I do not accept as plausible that there will be sufficient procedural protections in place to prevent abuse of GVRO's. Even if governmental officials with biases against gunowners could be negated, there'd still be the typical governmental incompetence to factor in. At minimum this will lead to delays in returning confiscated property once a GVRO is listed. Some number of firearms will simply be lost, or damaged in storage (go to any police evidence room and inquire about their safeguards against rust) or even destroyed or sold off. Judges will typically not award monetary damages exceeding the fair market value of a firearm. So even though you can pick up a replacement for what the court awards you, that won't cover the hours - sometimes dozens - of work that some folks put into their firearm (breaking in the barrel, replacing springs, testing loads {which must be done for each individual firearm even of exact same make and model], etc.)

NICS will be problematic as it already has a false positive rate between 94% and 99%. Let us not forget, it is the FBI that runs NICS. Given their already tarnished (and for damn good reasons) image, do you think they'll be quick to update the relevant databases? The appeals process is lengthy and expensive and that's when they are accepting appeals at all. They've been known to completely shut down the appeals process for NICS denials. From this July of 2016 article about a man appealing a denial there's this:

"...NICS Section is currently processing cases received in July 2015..."

 I will note the article states that the man's pardon and other exonerating evidence was in the NICS system when he was denied. It is not unreasonable to think that once a GVRO is issued that it will become an impediment to buying firearms even after it is rescinded. A multi-month to over a year long appeals process is precisely what Martin Luther King Jr. meant when he said that "A Right delayed is a Right denied".

Then there's the base issue; if someone cannot be trusted with a weapon, they cannot be trusted without a custodian. (David Codrea came up with that phrasing, which I think is most concise) Does anyone really believe that if a GVRO is filed and firearms are taken away from a 6'2" 250 pound male that his 5'2" 104 pound ex is now safe from any evil intentions he had? Or that since a person has his firearms taken away that they won't go right out and acquire an axe? Or a chain saw? Or a few gallons of gasoline? Or a car?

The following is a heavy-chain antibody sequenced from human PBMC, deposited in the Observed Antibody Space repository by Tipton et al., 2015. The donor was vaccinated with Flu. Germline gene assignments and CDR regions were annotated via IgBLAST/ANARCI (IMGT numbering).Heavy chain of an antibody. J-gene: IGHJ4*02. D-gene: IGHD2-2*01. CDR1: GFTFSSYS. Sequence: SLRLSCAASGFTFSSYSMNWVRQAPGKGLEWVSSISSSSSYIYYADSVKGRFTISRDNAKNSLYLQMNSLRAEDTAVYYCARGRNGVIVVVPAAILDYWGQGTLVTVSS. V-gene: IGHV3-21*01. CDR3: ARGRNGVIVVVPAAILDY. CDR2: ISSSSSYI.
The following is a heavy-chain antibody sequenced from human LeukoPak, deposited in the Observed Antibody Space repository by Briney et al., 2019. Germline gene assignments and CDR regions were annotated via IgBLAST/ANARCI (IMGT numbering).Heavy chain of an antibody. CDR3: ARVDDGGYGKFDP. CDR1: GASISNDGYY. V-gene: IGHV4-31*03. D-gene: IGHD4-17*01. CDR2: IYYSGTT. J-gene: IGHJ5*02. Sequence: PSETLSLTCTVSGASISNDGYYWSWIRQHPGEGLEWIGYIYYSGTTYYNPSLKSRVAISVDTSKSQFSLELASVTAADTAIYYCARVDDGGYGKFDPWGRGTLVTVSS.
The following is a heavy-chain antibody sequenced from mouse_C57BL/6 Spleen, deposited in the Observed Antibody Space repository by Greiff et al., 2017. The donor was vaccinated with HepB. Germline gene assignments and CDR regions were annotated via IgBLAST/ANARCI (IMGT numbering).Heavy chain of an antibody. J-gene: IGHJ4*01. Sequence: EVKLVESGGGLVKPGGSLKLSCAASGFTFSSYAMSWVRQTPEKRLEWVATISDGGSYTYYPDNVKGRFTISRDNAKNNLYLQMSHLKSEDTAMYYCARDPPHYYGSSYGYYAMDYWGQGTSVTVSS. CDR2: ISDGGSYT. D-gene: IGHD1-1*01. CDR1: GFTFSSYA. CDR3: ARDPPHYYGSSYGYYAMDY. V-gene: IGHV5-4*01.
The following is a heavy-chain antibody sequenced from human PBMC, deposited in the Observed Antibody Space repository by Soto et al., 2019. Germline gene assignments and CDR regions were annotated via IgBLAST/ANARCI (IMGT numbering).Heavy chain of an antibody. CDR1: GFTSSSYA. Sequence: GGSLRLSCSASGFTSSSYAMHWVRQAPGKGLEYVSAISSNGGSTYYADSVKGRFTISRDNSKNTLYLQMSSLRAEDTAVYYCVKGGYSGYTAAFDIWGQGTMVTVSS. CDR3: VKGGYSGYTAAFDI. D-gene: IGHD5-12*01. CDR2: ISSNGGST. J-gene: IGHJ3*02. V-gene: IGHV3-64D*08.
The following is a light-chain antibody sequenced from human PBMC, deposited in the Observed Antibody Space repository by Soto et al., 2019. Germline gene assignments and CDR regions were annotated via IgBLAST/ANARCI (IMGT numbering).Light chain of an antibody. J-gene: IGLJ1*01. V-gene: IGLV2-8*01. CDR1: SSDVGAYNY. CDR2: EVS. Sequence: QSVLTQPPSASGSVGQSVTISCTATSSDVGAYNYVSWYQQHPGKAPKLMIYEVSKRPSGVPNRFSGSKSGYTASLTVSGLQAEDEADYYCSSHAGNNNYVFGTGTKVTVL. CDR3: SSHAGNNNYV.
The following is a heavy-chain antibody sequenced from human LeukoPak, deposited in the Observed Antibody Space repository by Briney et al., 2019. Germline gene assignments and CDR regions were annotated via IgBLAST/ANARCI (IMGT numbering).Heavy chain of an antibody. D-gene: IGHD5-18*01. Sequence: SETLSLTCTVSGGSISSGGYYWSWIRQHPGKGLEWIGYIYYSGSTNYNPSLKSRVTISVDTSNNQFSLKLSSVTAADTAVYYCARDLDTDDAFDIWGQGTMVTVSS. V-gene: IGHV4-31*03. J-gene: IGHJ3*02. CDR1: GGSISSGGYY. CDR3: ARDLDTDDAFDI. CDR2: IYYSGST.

If a person can be credibly proved too dangerous to own a weapon then that person should be separated from society entirely, through either incarceration or institutionalization. If there's insufficient justification for putting someone in a prison or mental health facility, then there's no justification for denying the Right to arms. 

Governments can always find a reasonable justification to tread upon property Rights. There are always compelling government interests for intrusion upon a Right. And that's why Rights are enumerated - to completely take them out of government's purview despite the government's interest.   

GVRO's are too problematic as a practical matter. They'd do much more harm than good. A better, albeit more difficult approach, is a reformation of the criminal justice system to remove individuals that have a credible desire to do evil from society altogether. What would make the latter approach tricky is that most judges still kinda, sorta, just a little bit, like the 4th, 5th, 6th, and 8th amendments. The 2nd? pfft. That is just soooo 18th century, ya know?

I see no reason for republicans to preemptively compromise on the Right to arms. I definitely do not see any upside to republicans imposing upon the Right to arms, unless the stress of being the majority party is too much for them to bear. If republicans pass any GVRO bills, especially at the national level, then we'll get to see how Trump deals with a congress controlled by democrats. If Trump signs a GVRO bill into law, then he'll be a 1 term president. Do not discount the gunowner vote

Contrary to Mr French's assertion, no one is made safer when government is given license to intrude upon an individual's Rights. Liberty is not protected; it is endangered.

As to the specific question of GVRO's - the answer is hell no. 

Update: 03-18-18 9:55 MDT In writing this post concerning increasing the age for firearms ownership I stumbled upon this Politfact article which further highlights the difficulty of retrieving firearms from police once they've been seized.  I am belatedly including it here as it provides another insight into the difficulties and expenses gun owners face under current law.